Aston University promotes and supports equality, diversity and inclusion for all. We have zero tolerance for any forms of hatred and systemic injustice and are committed to justice for all those impacted by racism and discrimination.
Hate incidents and hate crimes are terms used to describe acts of violence or hostility directed at people because of that person’s race or ethnicity, religion or belief, sexual orientation, gender identity, or disability. This covers covers a range of actions including damage to property and comments posted online.
Anyone can be a victim of a hate crime or incident if they or anyone else thinks it was motivated by hostility or prejudice towards one of the following characteristics.
- Transgender identity
- Sexual orientation
What is a hate incident?
A hate incident is any incident which may or may not constitute a criminal offence but is perceived by the victim or any other person to be motivated by hostility or prejudice based on the five characteristics mentioned above.
Some examples of hate incidents include:
- Verbal abuse eg name-calling and offensive jokes.
- Bullying or intimidation.
- Threats of violence.
- Abusive phone or text messages.
- Online abuse on social media.
- Displaying or circulating discriminatory literature or posters.
- Harm or damage to things such as your home, pet, or vehicle.
- Throwing rubbish into a garden
- Malicious complaints, for example over parking, smells or noise
Not all hate incidents will amount to criminal offences, but it is equally important that these are reported.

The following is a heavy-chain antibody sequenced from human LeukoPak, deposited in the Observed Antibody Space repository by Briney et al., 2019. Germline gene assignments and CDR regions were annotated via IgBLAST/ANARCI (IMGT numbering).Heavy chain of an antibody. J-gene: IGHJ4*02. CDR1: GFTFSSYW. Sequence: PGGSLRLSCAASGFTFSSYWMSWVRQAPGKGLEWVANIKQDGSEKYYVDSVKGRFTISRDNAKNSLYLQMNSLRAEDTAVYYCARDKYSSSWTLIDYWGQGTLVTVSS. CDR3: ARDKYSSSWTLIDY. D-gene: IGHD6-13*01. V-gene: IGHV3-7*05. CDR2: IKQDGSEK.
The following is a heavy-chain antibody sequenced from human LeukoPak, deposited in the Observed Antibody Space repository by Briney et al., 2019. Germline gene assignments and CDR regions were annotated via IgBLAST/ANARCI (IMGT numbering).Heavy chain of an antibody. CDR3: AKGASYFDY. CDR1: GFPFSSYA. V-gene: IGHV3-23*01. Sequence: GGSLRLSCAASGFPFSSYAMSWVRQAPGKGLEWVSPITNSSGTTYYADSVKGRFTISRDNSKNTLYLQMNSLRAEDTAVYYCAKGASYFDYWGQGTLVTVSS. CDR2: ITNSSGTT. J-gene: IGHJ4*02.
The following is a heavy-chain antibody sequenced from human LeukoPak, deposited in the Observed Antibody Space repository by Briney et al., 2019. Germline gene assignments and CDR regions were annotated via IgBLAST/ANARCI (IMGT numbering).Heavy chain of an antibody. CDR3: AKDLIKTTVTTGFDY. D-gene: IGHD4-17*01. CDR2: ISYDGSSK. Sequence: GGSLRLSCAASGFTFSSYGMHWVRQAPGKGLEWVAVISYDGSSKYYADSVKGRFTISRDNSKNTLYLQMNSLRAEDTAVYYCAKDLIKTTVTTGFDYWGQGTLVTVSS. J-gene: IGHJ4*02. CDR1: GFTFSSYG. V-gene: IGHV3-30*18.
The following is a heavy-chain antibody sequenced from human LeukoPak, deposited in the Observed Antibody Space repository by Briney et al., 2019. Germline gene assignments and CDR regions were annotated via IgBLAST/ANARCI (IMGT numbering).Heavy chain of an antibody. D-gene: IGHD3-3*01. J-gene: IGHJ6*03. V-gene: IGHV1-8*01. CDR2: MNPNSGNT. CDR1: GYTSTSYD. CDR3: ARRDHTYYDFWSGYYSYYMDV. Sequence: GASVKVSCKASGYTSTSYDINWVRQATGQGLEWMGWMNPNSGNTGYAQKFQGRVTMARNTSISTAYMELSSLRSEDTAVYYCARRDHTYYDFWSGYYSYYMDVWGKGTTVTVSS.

What is a hate crime?
When hate incidents become criminal offences they are known as hate crimes. A criminal offence is something that breaks the law.
A hate crime is any crime that is targeted at a person because of hostility or prejudice towards that person’s race or ethnicity, religion or belief, sexual orientation, gender identity, or disability. Some examples of hate crimes include:
- criminal damage
- sexual assault
- hate mail
Please note: Actual or perceived incidents are both regarded as hate crime/ hate incident and should be reported.
Race and Religious Hate Crime
Racist and religious crime is particularly hurtful to victims as they are being targeted solely because of their personal identity: their actual or perceived racial or ethnic origin, belief or faith. These crimes can happen randomly or be part of a campaign of continued harassment and victimisation. More information on race and religious hate crime. is available from Citizen's Advice.
Antisemitism is a certain perception of Jews, which may be expressed as hatred toward Jews. Rhetorical and physical manifestations of antisemitism are directed toward Jewish or non-Jewish individuals and/or their property, toward Jewish community institutions and religious facilities. (IHRA definition)
Islamophobia is rooted in racism and is a type of racism that targets expressions of Muslimness or perceived Muslimness (APPG report).
Homophobic and Transphobic Hate Crime
In the past, incidents against lesbian, gay, bisexual people or transgender people have been rarely reported and even more rarely prosecuted. Research studies suggest that victims of, or witnesses to, such incidents have very little confidence in the criminal justice system. More information on homophobic and transphobic hate crime is available from Citizen's Advice.
Disability Hate Crime
Feeling and being unsafe through violence, harassment or negative stereotyping has a significant impact on disabled people's sense of security and wellbeing. It also impacts significantly on their ability to participate both socially and economically in their communities. More information disability hate crime is available from Citizen's Advice.